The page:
Special & General Relativity Questions and Answers
If two objects approach at 75 percent the speed of light, why are they not traveling 1.5 times the speed of light?
The special relativistic formula for adding velocities to determine a relative velocity between approaching or receding bodies is:
v1 + v2 V = ----------------------- v1 x v2 1 + -------- c^2so that if v1 = 0.75c and v2 = 0.75c then
0.75 + 0.75 V = ------------------------ c 0.75 x 0.75 1 + ------------- 1.0or V = 0.96c. This means that if you were sitting on either body 1 or body 2 using a clock and a meter stick at rest with respect to you, ( called the 'proper measuring system'), you would note that the relative speeds were 0.96 times the speed of light. If you were sitting on a third body watching these two approach each other using a third reference system, if you did not properly allow for the difference in the time dilation factor, you might be tempted to, say, divide the distance traveled by these two observers on bodies 1 and 2, by the wrong time reference, and end up with a velocity greater than light. The problem is that, because of the finite time delay introduced by the propagation of light, you will get confused in how to measure, simultaneously, when the two bodies arrive at a certain separation that you use to measure their velocity. This is all automatically included in special relativity which gives the correct predictions for all motions near the speed of light.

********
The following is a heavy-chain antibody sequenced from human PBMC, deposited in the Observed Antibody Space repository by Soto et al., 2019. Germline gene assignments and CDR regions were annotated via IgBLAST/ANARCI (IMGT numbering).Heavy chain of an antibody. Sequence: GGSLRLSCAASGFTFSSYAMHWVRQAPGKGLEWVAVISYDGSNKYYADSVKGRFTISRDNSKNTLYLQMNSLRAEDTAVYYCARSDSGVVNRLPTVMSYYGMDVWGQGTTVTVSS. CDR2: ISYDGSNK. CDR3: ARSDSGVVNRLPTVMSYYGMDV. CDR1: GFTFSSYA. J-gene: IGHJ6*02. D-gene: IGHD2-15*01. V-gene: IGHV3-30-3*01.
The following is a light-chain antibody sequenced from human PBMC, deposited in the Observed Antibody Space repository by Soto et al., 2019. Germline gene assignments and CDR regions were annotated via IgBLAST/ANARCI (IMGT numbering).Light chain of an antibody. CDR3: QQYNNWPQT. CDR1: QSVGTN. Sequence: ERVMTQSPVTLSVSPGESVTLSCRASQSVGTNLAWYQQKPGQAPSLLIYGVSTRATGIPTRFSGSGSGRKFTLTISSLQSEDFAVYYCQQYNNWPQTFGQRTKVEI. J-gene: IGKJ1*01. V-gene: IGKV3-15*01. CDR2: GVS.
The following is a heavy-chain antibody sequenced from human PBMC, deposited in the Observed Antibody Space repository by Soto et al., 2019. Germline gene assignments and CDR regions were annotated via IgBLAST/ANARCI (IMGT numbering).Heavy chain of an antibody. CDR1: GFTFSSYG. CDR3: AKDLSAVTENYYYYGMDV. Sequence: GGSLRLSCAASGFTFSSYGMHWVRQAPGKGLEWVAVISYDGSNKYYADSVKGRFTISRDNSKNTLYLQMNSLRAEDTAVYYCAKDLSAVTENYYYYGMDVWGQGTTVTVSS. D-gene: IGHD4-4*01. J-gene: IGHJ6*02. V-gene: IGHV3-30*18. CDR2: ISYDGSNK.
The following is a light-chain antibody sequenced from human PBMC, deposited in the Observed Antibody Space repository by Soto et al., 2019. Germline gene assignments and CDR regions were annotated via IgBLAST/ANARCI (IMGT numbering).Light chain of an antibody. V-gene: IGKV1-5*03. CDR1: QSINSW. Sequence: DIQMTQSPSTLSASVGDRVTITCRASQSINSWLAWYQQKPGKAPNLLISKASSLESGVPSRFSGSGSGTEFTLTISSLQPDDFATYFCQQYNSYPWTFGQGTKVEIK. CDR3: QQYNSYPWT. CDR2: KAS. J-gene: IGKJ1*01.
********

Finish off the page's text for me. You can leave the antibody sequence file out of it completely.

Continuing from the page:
I am sorry if this explanation is a bit unsatesfying. Some problems that we all have in understanding how nature works, have more to do with our conviction that our intuitions are correct, despite the fact that our intuitions are often flawed in areas of experience outside of our normal environment.
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All answers are provided by Dr. Sten Odenwald (Raytheon STX) for the NASA Astronomy Cafe, part of the NASA Education and Public Outreach program.